Large commercial solar project goes online in SW Kansas


A $37 million solar project has gone online in far southwest Kansas providing electrical power for Sunflower Electric Power Corp.

Located on more than 140 acres south of the town of Johnson City in Stanton County, the Johnson Corner Solar project was financed and constructed by Lightsource BP.



Lightsource BP, a company that specializes in the development, financing and management of utility-scale solar energy projects, is the project owner and operator according to Solar Industry. All the energy from the project is being sold under a 25-year power purchase agreement (PPA) to Sunflower, a not-for-profit electric utility providing wholesale generation and transmission services to six member-owners serving in central and western Kansas. The National Renewables Cooperative Organization (NRCO) played a key role in helping Sunflower develop this important project for the public power community.



“Sunflower is proud to have worked with Lightsource BP and NRCO to bring online the state’s largest solar project to date,” says Stuart Lowry, president and CEO of Sunflower.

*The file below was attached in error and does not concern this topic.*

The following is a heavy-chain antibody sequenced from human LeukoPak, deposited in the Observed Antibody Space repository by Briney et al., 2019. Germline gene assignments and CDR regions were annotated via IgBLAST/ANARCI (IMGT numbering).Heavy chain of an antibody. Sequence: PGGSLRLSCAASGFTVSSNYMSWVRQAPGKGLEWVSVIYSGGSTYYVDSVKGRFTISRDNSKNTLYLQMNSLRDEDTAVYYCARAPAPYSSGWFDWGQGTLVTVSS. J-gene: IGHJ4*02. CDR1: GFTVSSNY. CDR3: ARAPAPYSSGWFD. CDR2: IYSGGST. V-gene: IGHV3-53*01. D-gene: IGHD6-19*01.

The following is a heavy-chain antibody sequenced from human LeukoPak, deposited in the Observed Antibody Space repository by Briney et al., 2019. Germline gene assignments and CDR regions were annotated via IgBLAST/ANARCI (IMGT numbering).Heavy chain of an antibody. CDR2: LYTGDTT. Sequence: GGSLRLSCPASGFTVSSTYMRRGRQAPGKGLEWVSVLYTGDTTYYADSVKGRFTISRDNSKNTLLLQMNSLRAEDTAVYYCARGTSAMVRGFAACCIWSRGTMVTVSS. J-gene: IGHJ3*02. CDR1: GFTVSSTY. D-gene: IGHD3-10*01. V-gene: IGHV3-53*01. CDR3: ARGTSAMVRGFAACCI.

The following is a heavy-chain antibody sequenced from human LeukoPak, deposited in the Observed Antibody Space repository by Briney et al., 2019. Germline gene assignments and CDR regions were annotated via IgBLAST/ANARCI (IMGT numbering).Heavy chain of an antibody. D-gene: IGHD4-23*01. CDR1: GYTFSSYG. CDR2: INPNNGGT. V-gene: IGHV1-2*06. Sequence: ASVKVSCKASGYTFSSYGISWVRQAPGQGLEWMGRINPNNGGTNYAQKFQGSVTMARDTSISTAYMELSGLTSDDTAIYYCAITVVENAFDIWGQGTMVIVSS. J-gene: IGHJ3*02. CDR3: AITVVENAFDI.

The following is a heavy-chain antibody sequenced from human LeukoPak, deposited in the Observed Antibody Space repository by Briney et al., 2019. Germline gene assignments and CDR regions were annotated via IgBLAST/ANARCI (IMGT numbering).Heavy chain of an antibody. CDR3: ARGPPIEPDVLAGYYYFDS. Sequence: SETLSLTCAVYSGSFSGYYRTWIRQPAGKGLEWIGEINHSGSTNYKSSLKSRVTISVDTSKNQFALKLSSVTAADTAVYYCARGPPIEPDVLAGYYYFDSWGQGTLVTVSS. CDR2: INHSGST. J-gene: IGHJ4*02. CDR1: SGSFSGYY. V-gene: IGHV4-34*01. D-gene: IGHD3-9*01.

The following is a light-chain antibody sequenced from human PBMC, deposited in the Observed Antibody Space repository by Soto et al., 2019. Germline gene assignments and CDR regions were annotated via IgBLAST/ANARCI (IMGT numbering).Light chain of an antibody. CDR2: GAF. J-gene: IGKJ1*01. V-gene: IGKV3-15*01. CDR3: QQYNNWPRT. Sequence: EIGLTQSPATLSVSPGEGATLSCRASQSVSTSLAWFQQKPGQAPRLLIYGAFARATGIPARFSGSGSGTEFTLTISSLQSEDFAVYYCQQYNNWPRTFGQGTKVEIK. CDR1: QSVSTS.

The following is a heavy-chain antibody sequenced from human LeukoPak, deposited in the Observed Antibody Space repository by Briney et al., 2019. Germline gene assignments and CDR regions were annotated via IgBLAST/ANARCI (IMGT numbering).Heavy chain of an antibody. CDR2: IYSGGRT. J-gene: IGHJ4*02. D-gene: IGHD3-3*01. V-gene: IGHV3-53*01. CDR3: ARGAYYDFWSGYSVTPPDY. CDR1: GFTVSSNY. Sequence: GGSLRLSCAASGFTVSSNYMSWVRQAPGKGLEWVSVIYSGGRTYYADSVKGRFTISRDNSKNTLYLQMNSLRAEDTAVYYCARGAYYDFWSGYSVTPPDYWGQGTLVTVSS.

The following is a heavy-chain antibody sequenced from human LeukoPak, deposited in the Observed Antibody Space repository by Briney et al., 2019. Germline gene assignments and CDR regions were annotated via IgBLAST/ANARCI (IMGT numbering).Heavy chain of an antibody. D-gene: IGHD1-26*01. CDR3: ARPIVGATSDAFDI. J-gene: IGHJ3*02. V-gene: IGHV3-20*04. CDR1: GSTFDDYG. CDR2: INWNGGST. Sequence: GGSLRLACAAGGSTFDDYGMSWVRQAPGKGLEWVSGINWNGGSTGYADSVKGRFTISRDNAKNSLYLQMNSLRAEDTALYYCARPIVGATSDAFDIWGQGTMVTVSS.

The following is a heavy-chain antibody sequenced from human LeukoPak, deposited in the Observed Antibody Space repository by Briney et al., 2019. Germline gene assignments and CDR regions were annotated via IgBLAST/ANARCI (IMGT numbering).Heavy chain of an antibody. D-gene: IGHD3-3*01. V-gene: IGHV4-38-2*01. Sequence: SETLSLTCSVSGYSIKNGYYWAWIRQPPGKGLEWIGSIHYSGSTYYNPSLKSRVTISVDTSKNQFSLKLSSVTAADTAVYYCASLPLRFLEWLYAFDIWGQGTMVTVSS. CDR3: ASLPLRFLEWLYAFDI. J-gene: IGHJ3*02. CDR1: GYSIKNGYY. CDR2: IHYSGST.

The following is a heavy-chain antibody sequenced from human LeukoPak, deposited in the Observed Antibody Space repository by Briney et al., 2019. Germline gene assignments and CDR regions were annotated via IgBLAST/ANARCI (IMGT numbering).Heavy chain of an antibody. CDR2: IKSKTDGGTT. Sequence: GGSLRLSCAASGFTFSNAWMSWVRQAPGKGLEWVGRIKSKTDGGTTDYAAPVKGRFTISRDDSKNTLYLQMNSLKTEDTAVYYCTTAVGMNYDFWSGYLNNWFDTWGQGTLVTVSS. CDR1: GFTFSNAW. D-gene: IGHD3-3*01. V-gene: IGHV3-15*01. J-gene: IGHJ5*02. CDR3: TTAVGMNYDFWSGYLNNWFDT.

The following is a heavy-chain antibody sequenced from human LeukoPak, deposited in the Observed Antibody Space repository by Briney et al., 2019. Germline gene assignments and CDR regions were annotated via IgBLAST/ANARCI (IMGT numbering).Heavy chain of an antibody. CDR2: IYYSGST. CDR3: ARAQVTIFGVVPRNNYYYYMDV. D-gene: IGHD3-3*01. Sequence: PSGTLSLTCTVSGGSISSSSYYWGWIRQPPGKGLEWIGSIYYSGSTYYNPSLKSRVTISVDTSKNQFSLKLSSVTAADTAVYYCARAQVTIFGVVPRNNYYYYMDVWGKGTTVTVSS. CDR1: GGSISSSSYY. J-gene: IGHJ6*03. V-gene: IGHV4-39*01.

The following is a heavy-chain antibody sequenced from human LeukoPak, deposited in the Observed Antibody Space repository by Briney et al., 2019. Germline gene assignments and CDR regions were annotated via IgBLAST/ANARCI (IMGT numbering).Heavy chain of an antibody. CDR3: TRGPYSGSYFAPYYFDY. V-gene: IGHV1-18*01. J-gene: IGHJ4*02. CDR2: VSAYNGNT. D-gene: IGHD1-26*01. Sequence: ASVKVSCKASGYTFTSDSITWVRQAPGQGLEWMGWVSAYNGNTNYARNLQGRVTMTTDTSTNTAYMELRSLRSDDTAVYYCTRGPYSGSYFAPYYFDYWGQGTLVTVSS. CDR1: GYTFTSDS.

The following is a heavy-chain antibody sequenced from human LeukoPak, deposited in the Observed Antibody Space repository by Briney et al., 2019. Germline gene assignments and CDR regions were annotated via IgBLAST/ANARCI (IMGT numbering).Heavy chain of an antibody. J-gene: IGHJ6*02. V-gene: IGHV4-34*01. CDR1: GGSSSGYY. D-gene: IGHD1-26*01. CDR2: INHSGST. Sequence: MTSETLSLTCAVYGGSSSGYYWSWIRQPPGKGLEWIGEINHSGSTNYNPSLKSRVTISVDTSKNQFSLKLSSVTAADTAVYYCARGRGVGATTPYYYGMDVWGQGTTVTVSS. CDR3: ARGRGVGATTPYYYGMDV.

“The Johnson Corner Solar Project adds yet another renewable fuel source to our diversified generation portfolio, which is designed to protect both the affordability and reliability of the energy we provide to our members,” he adds.

The project delivers 20 MW AC of on-peak electricity – more than doubling the state’s utility-scale solar capacity, previously at 14.1 MW. In addition, the Johnson Corner Solar Project will reduce loading on a nearby transmission line that is approaching capacity. As a result, Sunflower’s members will save costs by deferring or ultimately canceling the requirement for expensive infrastructure upgrades.

The project created more than 200 jobs during peak construction, with the workforce dispatched across 144 acres. Lightsource BP’s construction general contractor was Sterling and Wilson, who hired local subcontractors and recruited from the local labor pool. Precautions and guidelines provided by the CDC and public officials were followed on-site, as well as implementation by Sterling and Wilson of additional strict measures to ensure the safety of the workers and mitigate the spread of COVID-19.

Source: Solar Industry